Islam and the State in the Post-Mubarak Era

The role of Islam in the state following the Egyptian uprising which ousted now-former President from power is a hotly debated issue. Many Islamist groups, including the Muslim Brotherhood, are very active on the political scene. Other groups include the Salafists, Al-Jama’a Al-Islamiyya, Al-Wasat Party, etc. These groups present different conceptions for the role of Islam in the state, but they all agree on maintaining Article 2 of the current Egyptian Constitution untouched. There are also widespread demands for electing the Grand Sheikh of Al-Azhar instead of the current system of the post being a Presidential appointee.

Egypt’s Muslim Brotherhood participated in the uprising on January 27th, two days after it started on the 25th. Despite this late participation, the Muslim Brothers played an important role in the Egyptian uprising through organizing and defending the public spaces, such as Tahrir Square, that were occupied during the uprising. The group and the Party (FJP) participated in the 29th of July Rally, which held the goal of supporting the national consensus and the role of the military. The Rally took the title “The Unity Friday.”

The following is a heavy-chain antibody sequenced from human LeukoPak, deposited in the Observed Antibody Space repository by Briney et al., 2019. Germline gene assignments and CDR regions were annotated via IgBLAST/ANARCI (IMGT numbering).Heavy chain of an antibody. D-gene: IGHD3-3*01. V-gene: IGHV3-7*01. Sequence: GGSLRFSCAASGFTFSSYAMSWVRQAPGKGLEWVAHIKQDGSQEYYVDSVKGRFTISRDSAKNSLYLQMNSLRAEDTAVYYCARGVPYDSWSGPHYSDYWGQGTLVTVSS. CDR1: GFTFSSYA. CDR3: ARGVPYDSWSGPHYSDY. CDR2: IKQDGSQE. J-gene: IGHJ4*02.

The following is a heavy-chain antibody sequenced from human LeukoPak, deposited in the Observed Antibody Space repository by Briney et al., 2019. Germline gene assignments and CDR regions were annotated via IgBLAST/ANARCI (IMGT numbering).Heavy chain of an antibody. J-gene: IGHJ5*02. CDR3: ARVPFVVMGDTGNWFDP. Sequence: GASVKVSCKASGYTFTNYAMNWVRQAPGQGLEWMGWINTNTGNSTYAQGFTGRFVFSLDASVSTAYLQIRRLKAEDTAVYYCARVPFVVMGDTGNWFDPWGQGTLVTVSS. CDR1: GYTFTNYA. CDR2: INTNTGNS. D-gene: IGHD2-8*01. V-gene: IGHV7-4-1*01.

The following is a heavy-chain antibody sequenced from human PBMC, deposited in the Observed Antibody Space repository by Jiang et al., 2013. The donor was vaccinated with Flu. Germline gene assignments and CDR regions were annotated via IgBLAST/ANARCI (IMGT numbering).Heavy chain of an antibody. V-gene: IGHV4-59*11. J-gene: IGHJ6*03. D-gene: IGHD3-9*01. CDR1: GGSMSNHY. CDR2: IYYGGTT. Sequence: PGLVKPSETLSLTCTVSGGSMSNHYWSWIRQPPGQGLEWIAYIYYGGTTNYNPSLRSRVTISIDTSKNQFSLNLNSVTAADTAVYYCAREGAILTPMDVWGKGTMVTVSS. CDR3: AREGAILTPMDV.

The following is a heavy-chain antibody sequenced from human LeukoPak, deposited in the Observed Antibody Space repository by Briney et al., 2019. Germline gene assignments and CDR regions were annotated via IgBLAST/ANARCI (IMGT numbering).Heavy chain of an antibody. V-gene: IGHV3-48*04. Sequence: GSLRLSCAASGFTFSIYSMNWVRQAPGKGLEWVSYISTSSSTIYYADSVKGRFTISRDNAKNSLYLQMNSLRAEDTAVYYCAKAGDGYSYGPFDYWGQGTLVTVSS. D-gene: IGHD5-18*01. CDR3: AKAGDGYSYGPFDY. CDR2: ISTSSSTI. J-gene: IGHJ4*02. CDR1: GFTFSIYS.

The 29th of July 2011 Rally also revealed the orientations of Islamist groups and perception of the identity of the state. First, the protestors expressed their support of Marshal Tantawy, the Minister of Defense. The protestors, who were mainly Islamist, Muslim Brothers, Salafis, etc., expressed their rejection for the call to establish a civilian Presidential Council to replace the SCAF. Estimates put the number of Salafis who participated at half a million. Salafis also organized rallied on the same say in a number of governorates. 

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